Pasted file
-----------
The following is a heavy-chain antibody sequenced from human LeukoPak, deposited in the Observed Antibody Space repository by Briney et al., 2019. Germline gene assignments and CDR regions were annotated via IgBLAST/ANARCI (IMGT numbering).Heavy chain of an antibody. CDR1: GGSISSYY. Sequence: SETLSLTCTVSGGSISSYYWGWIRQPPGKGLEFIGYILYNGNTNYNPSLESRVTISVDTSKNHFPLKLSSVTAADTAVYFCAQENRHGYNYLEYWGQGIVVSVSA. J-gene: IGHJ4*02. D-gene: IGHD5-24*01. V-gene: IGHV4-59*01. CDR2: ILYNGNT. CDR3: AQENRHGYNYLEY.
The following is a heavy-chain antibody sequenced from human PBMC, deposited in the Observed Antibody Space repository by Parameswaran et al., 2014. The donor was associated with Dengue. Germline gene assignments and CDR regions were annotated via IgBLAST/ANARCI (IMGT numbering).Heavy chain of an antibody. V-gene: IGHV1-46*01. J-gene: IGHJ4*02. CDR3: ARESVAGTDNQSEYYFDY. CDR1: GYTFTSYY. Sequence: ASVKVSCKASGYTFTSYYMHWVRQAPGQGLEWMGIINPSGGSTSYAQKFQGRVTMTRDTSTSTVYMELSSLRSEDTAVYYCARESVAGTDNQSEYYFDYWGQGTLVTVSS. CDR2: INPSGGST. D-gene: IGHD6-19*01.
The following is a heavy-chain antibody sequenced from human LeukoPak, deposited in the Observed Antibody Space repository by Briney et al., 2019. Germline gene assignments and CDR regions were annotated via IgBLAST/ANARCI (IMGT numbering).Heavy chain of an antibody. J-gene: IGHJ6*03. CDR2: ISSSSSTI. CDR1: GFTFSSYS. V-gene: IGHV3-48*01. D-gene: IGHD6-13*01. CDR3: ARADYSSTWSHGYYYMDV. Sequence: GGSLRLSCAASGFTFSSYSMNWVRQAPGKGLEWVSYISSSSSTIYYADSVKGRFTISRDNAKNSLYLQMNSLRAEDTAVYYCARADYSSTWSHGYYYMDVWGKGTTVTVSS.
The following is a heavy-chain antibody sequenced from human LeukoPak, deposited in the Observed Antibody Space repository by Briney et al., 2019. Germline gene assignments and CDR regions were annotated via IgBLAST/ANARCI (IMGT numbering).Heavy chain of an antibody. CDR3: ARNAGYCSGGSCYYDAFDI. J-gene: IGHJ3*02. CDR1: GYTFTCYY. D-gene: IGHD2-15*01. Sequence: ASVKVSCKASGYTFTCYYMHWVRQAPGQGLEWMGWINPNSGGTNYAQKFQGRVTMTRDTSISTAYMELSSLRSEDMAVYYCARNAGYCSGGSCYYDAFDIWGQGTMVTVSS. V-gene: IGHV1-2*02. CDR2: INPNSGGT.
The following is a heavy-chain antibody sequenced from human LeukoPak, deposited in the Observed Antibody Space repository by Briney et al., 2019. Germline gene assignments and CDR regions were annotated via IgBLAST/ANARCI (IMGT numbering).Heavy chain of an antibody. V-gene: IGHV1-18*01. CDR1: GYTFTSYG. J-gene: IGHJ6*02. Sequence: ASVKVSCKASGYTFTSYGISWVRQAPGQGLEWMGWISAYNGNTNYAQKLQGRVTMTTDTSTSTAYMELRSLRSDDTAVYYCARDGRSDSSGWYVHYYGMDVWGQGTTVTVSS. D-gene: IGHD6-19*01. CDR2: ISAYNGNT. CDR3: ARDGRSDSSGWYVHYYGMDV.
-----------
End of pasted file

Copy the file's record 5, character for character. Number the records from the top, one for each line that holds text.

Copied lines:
The following is a heavy-chain antibody sequenced from human LeukoPak, deposited in the Observed Antibody Space repository by Briney et al., 2019. Germline gene assignments and CDR regions were annotated via IgBLAST/ANARCI (IMGT numbering).Heavy chain of an antibody. V-gene: IGHV1-18*01. CDR1: GYTFTSYG. J-gene: IGHJ6*02. Sequence: ASVKVSCKASGYTFTSYGISWVRQAPGQGLEWMGWISAYNGNTNYAQKLQGRVTMTTDTSTSTAYMELRSLRSDDTAVYYCARDGRSDSSGWYVHYYGMDVWGQGTTVTVSS. D-gene: IGHD6-19*01. CDR2: ISAYNGNT. CDR3: ARDGRSDSSGWYVHYYGMDV.